By @NY Staff
Deteriorating hardware sales, including personal computers and semi-conductors, drove International Business Machines’
third quarter net income down by 19 percent to $1.6 billion, or 90 cents per share, on revenues of $20.4 billion, the company said during an earnings conference call Tuesday.
But software, especially middleware products, and the surging global services division offset the quarterly results to help the technology bellwether meet and in some areas exceed expectations.
During the third quarter of a year ago, IBM earned $2 billion, or $1.08 per share. Total revenues for the quarter were off by 6 percent compared to the $21.8 billion it took in during the third quarter of last year.
Analysts polled had been expecting earnings of 89 cents a share on revenue of $20.8 billion.
Overall, hardware sales were down by 21 percent to $7.5 billion from the 2000 third quarter sales of $9.5 billion. But the company said its sales of z900 mainframe servers jumped by 42 percent, helped by a big sale to Wal-Mart, which is also using IBM’s high-end Shark disc storage system for its data center.
During a conference call, John Joyce, IBM’s chief financial officer, said he thought some of the declines in server sales might be related to customers waiting to test drive IBM’s latest high-end Regatta server that came out in October.
The Regatta, designed to work with a number of portable devices, including the latest low-power chips that help conserve power, is a key part of IBM’s drive for market share in emerging pervasive computing systems.
In addition, he said the company faced weaker market conditions than expected in September, which is usually the strongest month of the quarter.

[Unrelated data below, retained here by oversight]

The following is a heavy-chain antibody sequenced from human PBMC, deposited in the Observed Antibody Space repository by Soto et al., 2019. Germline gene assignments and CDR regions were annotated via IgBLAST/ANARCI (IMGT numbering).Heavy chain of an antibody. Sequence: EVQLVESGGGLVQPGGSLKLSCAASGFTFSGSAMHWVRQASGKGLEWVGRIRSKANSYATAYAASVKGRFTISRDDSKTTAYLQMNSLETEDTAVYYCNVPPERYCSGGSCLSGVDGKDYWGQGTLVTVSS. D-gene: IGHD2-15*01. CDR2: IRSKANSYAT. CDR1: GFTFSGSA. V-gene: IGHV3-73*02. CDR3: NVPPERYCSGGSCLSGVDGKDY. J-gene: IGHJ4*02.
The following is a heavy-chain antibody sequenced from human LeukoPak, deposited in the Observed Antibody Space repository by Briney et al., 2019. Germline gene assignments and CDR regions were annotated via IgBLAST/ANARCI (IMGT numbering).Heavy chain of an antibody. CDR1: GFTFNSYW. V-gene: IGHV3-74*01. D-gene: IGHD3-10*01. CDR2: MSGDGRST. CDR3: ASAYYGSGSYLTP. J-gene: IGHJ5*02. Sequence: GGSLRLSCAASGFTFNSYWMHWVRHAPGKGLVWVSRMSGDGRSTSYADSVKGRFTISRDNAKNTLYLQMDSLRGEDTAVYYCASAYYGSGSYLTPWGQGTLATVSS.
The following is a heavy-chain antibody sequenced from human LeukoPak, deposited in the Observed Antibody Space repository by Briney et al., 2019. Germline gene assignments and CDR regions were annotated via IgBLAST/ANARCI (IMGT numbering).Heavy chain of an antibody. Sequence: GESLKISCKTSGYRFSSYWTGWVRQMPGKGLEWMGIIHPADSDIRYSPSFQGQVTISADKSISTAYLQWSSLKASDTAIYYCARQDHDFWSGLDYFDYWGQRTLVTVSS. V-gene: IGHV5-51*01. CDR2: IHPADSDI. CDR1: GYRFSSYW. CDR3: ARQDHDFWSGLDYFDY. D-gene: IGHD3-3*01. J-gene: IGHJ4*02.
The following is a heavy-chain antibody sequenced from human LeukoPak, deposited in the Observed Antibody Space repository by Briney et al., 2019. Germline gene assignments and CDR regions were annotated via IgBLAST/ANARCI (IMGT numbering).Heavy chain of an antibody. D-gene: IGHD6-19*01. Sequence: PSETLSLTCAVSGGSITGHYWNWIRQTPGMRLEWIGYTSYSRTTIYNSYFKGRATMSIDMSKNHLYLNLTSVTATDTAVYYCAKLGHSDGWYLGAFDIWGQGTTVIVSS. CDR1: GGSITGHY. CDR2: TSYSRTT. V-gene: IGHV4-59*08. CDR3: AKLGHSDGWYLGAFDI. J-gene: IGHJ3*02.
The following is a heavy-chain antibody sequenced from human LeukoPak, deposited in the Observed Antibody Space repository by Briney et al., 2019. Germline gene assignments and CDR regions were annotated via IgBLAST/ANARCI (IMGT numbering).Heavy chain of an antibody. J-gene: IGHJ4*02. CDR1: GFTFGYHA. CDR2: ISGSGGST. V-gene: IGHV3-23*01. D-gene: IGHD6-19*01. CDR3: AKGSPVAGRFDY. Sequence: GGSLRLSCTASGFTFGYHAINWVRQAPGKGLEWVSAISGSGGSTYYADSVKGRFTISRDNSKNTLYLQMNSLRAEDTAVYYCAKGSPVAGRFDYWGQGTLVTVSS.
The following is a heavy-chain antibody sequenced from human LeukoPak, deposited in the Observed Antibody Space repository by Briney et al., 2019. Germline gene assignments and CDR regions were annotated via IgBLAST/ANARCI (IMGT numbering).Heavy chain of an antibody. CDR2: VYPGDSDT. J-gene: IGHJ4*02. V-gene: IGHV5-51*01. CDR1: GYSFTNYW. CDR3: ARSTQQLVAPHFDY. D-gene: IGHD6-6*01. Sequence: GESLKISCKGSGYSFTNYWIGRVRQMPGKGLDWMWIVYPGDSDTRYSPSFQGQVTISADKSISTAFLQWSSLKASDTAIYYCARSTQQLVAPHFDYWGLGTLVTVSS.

“We saw a further slowing of already weak orders of PCs and OEM Microelectronic sales,” which dropped 30 percent sequentially, said Joyce, who also said he thinks the market in these two areas may have hit bottom.
Like its global services and software divisions, the semi-conductor sector is a key part of IBM’s e-business strategy of integrating customers’ platforms and computing devices.
As such, Joyce said he expects to gain share in both the desktop and mobile computing markets, but at much lower volume as the global slowdown in microelectronics works its way through the markets.
Global Services and software sales segments, especially middleware, continued their steady rise to help offset the decline in hardware sales.
Amid a yearlong global slowdown in technology consulting contracts, IBM’s global services revenues were up 5 percent over last year’s third quarter to come in at $8.7 billion for the period. Overall, services revenues represent over 40 percent of IBM’s total sales.
The services division’s outsourcing contracts rose by 13 percent and integrated technology services were up by 16 percent.
Not counting maintenance contracts, the services division revenues were up 7 percent.
Helping to explain the division’s glittering performance in an otherwise brutal market for services, revenues for IBM’s Web hosting and server consolidation sub-sectors jumped by 50 percent and 16 percent respectively.
Software sales were $3.2 billion, up 10 percent. IBM also made strides against its competition in the middleware sector, which grew by 18 percent with the WebShere and MQ Series products the top performers.
“The next generation of e-business is about integration of computing and communications. So a major shift is underway, in favor of integrated software and services,” which helped explain the jumps in middleware sales as well as Linux-based operating systems, Joyce said.
Louis Gerstner, Jr., IBM chairman and chief executive officer, said the third quarter saw an acceleration of the fundamental shift in customer buying behavior that is altering the landscape of the technology industry, which is more about integration of systems and platforms than buying hardware “boxes.”
The major trends with customers right now, added Joyce, is a focus on how to get cash back from their investments in information technology. And despite the economic conditions and lower outlook for corporate spending, customers are still trying to “tie their front end to their back end systems, and exploit the flow of information in between.”
Shares of IBM closed down 15 cents at $101.85 on the NYSE Tuesday, before the results were announced.